When I am Sad

Photo by RachJose via morguefile.com

Things happen that make us sad. No one escapes, and it is not often voluntary. The culture of this decade tells us ever more forcefully we should quickly do things to make ourselves happy again. But sadness is not a problem to be solved, it is an emotion to experience. We seem to fear that giving way to sadness will create depression, but the opposite may be more true. There is a season for sadness. For many, that will be poignant and piercing during a holiday season as memories of lost loved ones surface.

So, if we must go to this place of sadness, and if getting back to happiness immediately is not the optimal goal, how do we do sadness well? The book of Numbers is an amazing teacher in the lessons of how to do sadness well. We are given both positive and negative role models, beautifully explained in Paul M. Alexander’s audio exposition of Numbers. Here are six rules for doing sadness:

  1. Lament.

Lament means to passionately feel or express sorrow or regret. When we lament, we say how we really feel. We don’t cover it up and paper it over. If there are no humans close to you willing to listen, find the places in community where there is help. For loss of a loved one, an example place is GriefShare. God is always willing to listen.

2. Do not complain.

When we complain we demand different circumstances. We lean in to a spirit of “I deserve better” or “we could have had”. We often remember the past in a distorted way, all positive or exaggerated negative. I am uncomfortable with Mary Lee Settle’s rendition of Roger Williams when she has him say things like “If only I could have saved the books.” Roger Williams laments often, but always retains hope for future enlightenment of his fellows, and does not in his own writing ever engage in “what ifs” or “if only”. He is fundamentally submitted to God’s plan, and focused on the knowledge that God’s glory is the end in mind.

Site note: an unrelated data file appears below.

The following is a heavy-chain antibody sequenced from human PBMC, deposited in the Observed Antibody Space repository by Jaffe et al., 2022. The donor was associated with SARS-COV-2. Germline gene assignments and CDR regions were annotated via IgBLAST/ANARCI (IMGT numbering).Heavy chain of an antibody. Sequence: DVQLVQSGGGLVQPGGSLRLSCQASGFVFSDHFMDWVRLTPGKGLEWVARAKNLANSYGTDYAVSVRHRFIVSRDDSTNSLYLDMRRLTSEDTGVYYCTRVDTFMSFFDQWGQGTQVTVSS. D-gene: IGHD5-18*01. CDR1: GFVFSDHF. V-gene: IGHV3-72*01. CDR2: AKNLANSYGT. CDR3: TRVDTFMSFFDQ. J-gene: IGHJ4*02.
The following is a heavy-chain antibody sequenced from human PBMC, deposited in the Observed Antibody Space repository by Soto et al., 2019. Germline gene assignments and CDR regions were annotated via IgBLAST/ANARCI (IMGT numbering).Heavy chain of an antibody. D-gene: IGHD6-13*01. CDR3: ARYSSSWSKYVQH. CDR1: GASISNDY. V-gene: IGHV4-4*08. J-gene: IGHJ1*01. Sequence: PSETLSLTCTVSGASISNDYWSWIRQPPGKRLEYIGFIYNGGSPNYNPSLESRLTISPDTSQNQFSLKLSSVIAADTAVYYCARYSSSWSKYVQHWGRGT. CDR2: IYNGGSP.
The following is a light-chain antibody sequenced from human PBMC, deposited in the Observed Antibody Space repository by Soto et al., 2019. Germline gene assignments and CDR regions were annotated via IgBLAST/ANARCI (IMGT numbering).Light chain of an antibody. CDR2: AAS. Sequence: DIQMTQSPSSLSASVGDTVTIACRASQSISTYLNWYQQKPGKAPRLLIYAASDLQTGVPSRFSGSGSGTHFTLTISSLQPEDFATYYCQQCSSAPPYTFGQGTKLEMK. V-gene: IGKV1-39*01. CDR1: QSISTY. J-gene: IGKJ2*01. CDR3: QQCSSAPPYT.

3. Ask.

We can ask for a better future. Don’t demand a better future here on earth, as if it is for sure what God would want. Do request God’s mercy and His strength. Trust Him to know what is best.

4. Reflect.

Sadness precedes an opportunity to recreate. The historian Andrew K. Frank noted in his history of Miami that rampant destruction always preceded new construction. Loss causes sadness, but our beings are created to recover. We are given access to more our brain capacity while we are sad to enable a recovery. There is beauty in a minor key.

5. Lift your eyes.

Sadness is local. It is caused by our loss. There is another perspective, not self-centered but broader. The sunset and sunrise are still given every day. Others are in need and we can help them. It is when the Israelites stop bemoaning their plight in the desert and begin to obey toward larger community objectives that they rise above their sadness to experience God’s joy.

6. Integrate.

Some sadness will always be with us, but we can make it a component of our lives, not our whole life. It is an emotion, eventually not the only or dominant emotion. We have rites of remembrance to commemorate what we have been through, rites that give us a healthy periodic return. Then we move forward.

Doing sadness well can help us do three things:

  1. Stay in God’s best plan while we are sad.
  2. Emerge stronger than we entered.
  3. Gain insights we would not otherwise have. It is even possible to know joy while sad, and it is possible to be happy again after a season of sad.
One clap, two clap, three clap, forty?

By clapping more or less, you can signal to us which stories really stand out.